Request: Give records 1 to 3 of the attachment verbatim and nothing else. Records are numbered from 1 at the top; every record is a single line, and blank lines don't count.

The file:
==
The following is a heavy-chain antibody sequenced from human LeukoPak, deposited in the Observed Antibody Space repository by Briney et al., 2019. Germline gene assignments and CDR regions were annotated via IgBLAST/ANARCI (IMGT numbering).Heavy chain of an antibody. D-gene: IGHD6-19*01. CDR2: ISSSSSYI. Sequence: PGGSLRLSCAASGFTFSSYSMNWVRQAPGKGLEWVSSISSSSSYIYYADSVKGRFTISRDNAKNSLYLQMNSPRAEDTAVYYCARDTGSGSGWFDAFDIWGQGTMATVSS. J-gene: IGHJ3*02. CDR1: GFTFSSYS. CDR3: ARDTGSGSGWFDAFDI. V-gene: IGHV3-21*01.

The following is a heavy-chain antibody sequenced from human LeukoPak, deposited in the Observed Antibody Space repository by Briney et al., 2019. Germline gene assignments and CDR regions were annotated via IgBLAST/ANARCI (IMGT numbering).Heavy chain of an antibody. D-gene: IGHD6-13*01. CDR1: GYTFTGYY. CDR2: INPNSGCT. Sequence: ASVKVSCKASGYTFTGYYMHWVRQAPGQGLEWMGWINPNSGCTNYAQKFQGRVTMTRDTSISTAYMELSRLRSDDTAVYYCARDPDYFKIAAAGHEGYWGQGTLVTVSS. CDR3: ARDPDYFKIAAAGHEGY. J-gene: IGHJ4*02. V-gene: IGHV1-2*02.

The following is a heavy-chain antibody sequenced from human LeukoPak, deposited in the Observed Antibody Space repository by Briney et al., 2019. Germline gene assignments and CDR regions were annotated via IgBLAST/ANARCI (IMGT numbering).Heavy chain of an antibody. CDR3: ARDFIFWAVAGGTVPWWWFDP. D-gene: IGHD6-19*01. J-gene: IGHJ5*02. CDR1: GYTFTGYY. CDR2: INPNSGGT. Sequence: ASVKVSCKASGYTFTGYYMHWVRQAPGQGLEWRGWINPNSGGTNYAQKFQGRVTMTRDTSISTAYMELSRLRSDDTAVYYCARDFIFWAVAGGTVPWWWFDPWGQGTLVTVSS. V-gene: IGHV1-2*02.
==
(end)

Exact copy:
The following is a heavy-chain antibody sequenced from human LeukoPak, deposited in the Observed Antibody Space repository by Briney et al., 2019. Germline gene assignments and CDR regions were annotated via IgBLAST/ANARCI (IMGT numbering).Heavy chain of an antibody. D-gene: IGHD6-19*01. CDR2: ISSSSSYI. Sequence: PGGSLRLSCAASGFTFSSYSMNWVRQAPGKGLEWVSSISSSSSYIYYADSVKGRFTISRDNAKNSLYLQMNSPRAEDTAVYYCARDTGSGSGWFDAFDIWGQGTMATVSS. J-gene: IGHJ3*02. CDR1: GFTFSSYS. CDR3: ARDTGSGSGWFDAFDI. V-gene: IGHV3-21*01.

The following is a heavy-chain antibody sequenced from human LeukoPak, deposited in the Observed Antibody Space repository by Briney et al., 2019. Germline gene assignments and CDR regions were annotated via IgBLAST/ANARCI (IMGT numbering).Heavy chain of an antibody. D-gene: IGHD6-13*01. CDR1: GYTFTGYY. CDR2: INPNSGCT. Sequence: ASVKVSCKASGYTFTGYYMHWVRQAPGQGLEWMGWINPNSGCTNYAQKFQGRVTMTRDTSISTAYMELSRLRSDDTAVYYCARDPDYFKIAAAGHEGYWGQGTLVTVSS. CDR3: ARDPDYFKIAAAGHEGY. J-gene: IGHJ4*02. V-gene: IGHV1-2*02.

The following is a heavy-chain antibody sequenced from human LeukoPak, deposited in the Observed Antibody Space repository by Briney et al., 2019. Germline gene assignments and CDR regions were annotated via IgBLAST/ANARCI (IMGT numbering).Heavy chain of an antibody. CDR3: ARDFIFWAVAGGTVPWWWFDP. D-gene: IGHD6-19*01. J-gene: IGHJ5*02. CDR1: GYTFTGYY. CDR2: INPNSGGT. Sequence: ASVKVSCKASGYTFTGYYMHWVRQAPGQGLEWRGWINPNSGGTNYAQKFQGRVTMTRDTSISTAYMELSRLRSDDTAVYYCARDFIFWAVAGGTVPWWWFDPWGQGTLVTVSS. V-gene: IGHV1-2*02.